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Nurses urged to spot 'completely unacceptable' hospital hypos

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Healthcare professionals must do more to support people in hospital who are at risk of hypoglycaemia, according to the charity Diabetes UK.

The charity is urging staff to pay more attention to the signs and symptoms of the condition, often referred to as a hypo, so that patients can be treated immediately.

“When [people with diabetes] are in hospital… severe illness and some medications [can] mean that their ability to detect hypoglycaemia may be impaired”

Professor Gerry Rayman

It said it was “completely unacceptable” that so many instances of hypoglycaemia – which can in severe cases cause patients to lose consciousness or go into a coma - were occurring at night during hospital stays.

Recent NHS figures show that one in five inpatients with diabetes has a hypoglycaemia episode during their hospital stay.

The latest National Diabetes Inpatient Audit found more than a quarter of those with type 1 diabetes had a severe hypo in hospital, with the highest proportion of episodes - 30% - taking place between 5:00 and 8:59am.

The England and Wales audit, published in March, also found that while one in six hospitals beds are occupied by a person with diabetes, just over a quarter of hospital sites have no diabetes inpatient specialist nurses.

Hypoglycaemia is brought on by low blood glucose levels – usually below 4mmol/l - in diabetes patients and if untreated can lead to symptoms ranging from blurred vision to loss of consciousness or coma in severe cases.

It can happen for a number of reasons, including missing meals, not having enough carbohydrates or taking more insulin than needed.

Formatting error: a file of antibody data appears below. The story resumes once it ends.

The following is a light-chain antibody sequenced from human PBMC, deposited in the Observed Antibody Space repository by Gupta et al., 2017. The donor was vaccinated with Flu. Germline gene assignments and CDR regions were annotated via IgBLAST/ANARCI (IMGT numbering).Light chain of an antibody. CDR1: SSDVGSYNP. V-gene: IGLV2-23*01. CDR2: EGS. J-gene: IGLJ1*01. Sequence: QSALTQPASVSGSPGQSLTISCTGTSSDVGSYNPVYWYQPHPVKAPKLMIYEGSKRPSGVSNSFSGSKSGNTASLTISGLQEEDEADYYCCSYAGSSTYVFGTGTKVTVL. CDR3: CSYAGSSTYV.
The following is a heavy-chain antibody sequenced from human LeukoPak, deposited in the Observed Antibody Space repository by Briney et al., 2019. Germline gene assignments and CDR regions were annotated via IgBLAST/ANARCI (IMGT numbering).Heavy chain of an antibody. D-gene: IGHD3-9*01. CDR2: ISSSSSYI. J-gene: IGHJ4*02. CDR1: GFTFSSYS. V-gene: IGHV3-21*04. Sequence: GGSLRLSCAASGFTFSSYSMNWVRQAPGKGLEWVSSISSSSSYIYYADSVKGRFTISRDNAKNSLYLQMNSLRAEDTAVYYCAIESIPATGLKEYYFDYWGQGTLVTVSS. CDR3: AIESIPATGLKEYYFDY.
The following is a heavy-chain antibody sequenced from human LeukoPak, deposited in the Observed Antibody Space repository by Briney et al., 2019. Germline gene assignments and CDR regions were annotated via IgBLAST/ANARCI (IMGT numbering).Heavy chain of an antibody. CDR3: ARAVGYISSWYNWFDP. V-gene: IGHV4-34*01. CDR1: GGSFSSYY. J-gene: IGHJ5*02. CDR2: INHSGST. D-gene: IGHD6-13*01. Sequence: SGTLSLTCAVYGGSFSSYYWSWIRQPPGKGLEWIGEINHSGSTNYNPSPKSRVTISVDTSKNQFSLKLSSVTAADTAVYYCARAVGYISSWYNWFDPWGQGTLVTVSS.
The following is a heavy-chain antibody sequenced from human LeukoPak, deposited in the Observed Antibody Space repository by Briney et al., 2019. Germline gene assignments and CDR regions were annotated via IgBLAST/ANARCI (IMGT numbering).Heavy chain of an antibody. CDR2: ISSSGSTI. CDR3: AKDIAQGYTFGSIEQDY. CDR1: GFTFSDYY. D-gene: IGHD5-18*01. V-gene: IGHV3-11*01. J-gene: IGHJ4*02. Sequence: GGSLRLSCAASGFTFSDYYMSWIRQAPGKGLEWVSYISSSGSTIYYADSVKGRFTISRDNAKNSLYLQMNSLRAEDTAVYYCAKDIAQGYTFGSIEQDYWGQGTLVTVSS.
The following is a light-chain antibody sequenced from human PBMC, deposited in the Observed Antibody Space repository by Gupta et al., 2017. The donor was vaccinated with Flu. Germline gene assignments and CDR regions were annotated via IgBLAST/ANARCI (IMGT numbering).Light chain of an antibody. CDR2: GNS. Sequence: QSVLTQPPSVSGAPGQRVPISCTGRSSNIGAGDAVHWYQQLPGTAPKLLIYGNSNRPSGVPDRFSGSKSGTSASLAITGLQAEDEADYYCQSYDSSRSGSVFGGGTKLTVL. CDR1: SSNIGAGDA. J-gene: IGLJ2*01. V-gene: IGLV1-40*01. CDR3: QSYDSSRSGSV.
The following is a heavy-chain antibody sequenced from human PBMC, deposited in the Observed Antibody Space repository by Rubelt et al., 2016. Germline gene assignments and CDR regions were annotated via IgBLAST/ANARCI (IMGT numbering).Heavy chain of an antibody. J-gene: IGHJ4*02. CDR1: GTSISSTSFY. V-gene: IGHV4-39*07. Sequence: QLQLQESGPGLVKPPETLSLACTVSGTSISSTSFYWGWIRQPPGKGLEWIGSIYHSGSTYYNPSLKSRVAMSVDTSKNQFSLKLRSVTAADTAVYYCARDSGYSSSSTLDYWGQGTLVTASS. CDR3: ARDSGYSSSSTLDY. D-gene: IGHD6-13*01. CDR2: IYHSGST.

During Hypo Awareness Week, from 2 to 8 October, the charity is urging healthcare staff to improve their understanding of how to spot the condition.

Professor Gerry Rayman, a clinical lead for Diabetes UK’s Improving Inpatient Care programme, said that while people with diabetes usually know when their blood glucose level is low this can become more difficult when in hospital.

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Gerry Rayman

“When they are in hospital, certain situations such as severe illness, some medications, confusion and [the after-effects of] anaesthesia, mean that their ability to detect hypoglycaemia may be impaired,” he said.

He warned that this increased the risk of someone going into a hypoglycaemic coma.

“So it is important for healthcare professionals to be aware of the signs and symptoms of hypoglycaemia and look out for them,” he said.

Signs that staff should look out for in patients include going pale, having palpitations and a fast pulse, irritability, anxiousness, complaining of blurred vision or tingly lips, being hungry, fearful, tired and finding it hard to concentrate.

Douglas Twenefour, deputy head of care at Diabetes UK, said that night-time care for people with diabetes had to improve dramatically.

“Too many hypos happen at night, which is completely unacceptable. Hospitals need to put in place practical ways to prevent these from happening, including making bedtime snacks available for appropriate patients with diabetes,” he said.

Diabetes UK recommends that every person with diabetes has an assessment and care plan for their hospital stay and is supported to self-manage their condition where appropriate.


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Readers' comments (1)

  • I remember clearly the problems my father had in hospital and on discharge from hospital from non diabetic admissions, blood sugars all over the place because surgical nurses refused to listen to him and his 'needs',often hypoglycaemic because he 'had to have the dose'. When I made suggestions, I too was ignored. The result was to prescribe a clamp/sliding scale to 'regulate'.
    The diet changes alone can be a nightmare, restricting foods normally eaten, which would normally keep everything on an even keel.
    His experiences led me to listen to patients who almost always knew better than 'us'. Listened to families who knew if their relative was 'off kilter'. Hospital admissions alter their diabetic profile and often the patient is in the best place to adjust.
    I have lost count of the diabetic who has their diet 'managed' rather than their diabetes. These are often the worst case scenarios

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